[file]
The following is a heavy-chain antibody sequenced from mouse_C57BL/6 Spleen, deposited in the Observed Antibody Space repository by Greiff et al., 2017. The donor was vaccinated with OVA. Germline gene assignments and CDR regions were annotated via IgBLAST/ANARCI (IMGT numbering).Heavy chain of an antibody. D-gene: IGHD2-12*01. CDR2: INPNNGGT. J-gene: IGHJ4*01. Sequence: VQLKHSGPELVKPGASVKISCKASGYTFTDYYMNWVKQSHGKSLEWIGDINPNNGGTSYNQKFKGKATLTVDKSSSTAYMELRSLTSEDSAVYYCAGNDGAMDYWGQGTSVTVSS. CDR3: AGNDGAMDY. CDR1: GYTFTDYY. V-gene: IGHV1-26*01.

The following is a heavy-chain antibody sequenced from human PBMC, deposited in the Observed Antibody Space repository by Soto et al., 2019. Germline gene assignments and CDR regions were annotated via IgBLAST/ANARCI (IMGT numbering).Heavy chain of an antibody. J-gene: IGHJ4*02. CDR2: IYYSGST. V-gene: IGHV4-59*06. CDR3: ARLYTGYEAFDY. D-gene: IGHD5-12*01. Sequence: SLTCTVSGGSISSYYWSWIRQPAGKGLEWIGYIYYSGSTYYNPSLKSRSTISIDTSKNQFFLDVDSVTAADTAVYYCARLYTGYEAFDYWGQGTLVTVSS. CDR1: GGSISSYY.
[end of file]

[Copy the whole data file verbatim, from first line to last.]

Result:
The following is a heavy-chain antibody sequenced from mouse_C57BL/6 Spleen, deposited in the Observed Antibody Space repository by Greiff et al., 2017. The donor was vaccinated with OVA. Germline gene assignments and CDR regions were annotated via IgBLAST/ANARCI (IMGT numbering).Heavy chain of an antibody. D-gene: IGHD2-12*01. CDR2: INPNNGGT. J-gene: IGHJ4*01. Sequence: VQLKHSGPELVKPGASVKISCKASGYTFTDYYMNWVKQSHGKSLEWIGDINPNNGGTSYNQKFKGKATLTVDKSSSTAYMELRSLTSEDSAVYYCAGNDGAMDYWGQGTSVTVSS. CDR3: AGNDGAMDY. CDR1: GYTFTDYY. V-gene: IGHV1-26*01.

The following is a heavy-chain antibody sequenced from human PBMC, deposited in the Observed Antibody Space repository by Soto et al., 2019. Germline gene assignments and CDR regions were annotated via IgBLAST/ANARCI (IMGT numbering).Heavy chain of an antibody. J-gene: IGHJ4*02. CDR2: IYYSGST. V-gene: IGHV4-59*06. CDR3: ARLYTGYEAFDY. D-gene: IGHD5-12*01. Sequence: SLTCTVSGGSISSYYWSWIRQPAGKGLEWIGYIYYSGSTYYNPSLKSRSTISIDTSKNQFFLDVDSVTAADTAVYYCARLYTGYEAFDYWGQGTLVTVSS. CDR1: GGSISSYY.